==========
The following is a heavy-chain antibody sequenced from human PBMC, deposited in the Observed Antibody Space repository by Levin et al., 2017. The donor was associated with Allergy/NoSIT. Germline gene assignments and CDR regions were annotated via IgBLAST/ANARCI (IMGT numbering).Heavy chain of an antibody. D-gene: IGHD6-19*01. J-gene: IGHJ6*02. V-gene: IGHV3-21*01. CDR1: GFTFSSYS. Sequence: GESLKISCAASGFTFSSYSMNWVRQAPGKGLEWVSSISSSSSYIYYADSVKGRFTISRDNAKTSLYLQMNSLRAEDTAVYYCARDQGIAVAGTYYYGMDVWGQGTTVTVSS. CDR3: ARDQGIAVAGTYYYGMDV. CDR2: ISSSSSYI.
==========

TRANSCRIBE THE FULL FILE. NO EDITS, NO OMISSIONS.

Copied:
The following is a heavy-chain antibody sequenced from human PBMC, deposited in the Observed Antibody Space repository by Levin et al., 2017. The donor was associated with Allergy/NoSIT. Germline gene assignments and CDR regions were annotated via IgBLAST/ANARCI (IMGT numbering).Heavy chain of an antibody. D-gene: IGHD6-19*01. J-gene: IGHJ6*02. V-gene: IGHV3-21*01. CDR1: GFTFSSYS. Sequence: GESLKISCAASGFTFSSYSMNWVRQAPGKGLEWVSSISSSSSYIYYADSVKGRFTISRDNAKTSLYLQMNSLRAEDTAVYYCARDQGIAVAGTYYYGMDVWGQGTTVTVSS. CDR3: ARDQGIAVAGTYYYGMDV. CDR2: ISSSSSYI.